(TheRedAlertNews.com) – For better or worse, as American workers worry that their wages are being consumed by skyrocketing inflation, many state and federal legislators are looking at Hawaii as a test case for what might happen as it raises its minimum wage.
On Tuesday, state lawmakers in Hawaii passed a bill that raises the state’s minimum wage to $18 per hour in the next six years.
The higher minimum wage is only set to kick in by 2028, adding $7.90 to the state’s current $10.10 hourly minimum wage. Hawaii’s $18 minimum wage would become the nation’s highest; however, many states raise their minimum wage to reflect the cost of living. This could see states like California — which has a $15 minimum wage — reach $18 by 2028.
After achieving support from Hawaii’s Democratic-controlled state legislature, the bill now heads to Democrat Governor David Ige, who is expected to sign it into law.
Although the minimum wage will reach $18 by 2028, House Bill 2510 increases the minimum wage in smaller increments over the next few years. The first increase takes place on October 1 of this year, when the minimum hourly wage will increase to $12.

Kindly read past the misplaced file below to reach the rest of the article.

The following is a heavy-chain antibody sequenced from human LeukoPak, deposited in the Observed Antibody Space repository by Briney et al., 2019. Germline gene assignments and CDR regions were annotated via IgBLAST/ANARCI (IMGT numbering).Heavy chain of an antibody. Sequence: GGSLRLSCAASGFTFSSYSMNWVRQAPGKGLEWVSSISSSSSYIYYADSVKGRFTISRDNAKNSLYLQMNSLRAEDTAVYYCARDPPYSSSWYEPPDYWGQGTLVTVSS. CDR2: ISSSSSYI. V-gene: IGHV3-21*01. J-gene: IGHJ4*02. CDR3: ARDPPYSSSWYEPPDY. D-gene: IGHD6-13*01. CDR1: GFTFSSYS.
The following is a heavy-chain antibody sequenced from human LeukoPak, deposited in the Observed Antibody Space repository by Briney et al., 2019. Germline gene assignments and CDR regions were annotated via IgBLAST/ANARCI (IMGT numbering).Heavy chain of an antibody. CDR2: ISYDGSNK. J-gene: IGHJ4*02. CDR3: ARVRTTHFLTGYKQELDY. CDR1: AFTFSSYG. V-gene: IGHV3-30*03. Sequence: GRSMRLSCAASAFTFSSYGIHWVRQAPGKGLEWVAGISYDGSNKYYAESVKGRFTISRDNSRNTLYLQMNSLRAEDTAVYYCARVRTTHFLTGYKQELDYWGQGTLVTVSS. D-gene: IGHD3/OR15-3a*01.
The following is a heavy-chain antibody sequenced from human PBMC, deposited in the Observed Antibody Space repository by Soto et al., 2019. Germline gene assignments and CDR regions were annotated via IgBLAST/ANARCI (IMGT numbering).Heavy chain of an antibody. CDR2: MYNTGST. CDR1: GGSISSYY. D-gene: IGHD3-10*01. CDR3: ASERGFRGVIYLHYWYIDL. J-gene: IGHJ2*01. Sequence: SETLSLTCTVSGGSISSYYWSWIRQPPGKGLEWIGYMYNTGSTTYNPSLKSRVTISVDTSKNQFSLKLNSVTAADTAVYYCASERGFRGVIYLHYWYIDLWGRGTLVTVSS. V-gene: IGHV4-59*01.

In 2024, wages will increase to $14 per hour, followed by an increase to $16 per hour in 2026 and another $2 raise in 2028, culminating in the $18 per hour minimum wage.
The bill’s supporters believe the increase is necessary, considering the state’s high cost of living, which data gathered through MERIC places Hawaii as the state with the highest cost of living.
However, businesses in the state have expressed misgivings, with some saying they’ll have to reduce their staff or shut down as they would be unable to afford the higher minimum wage.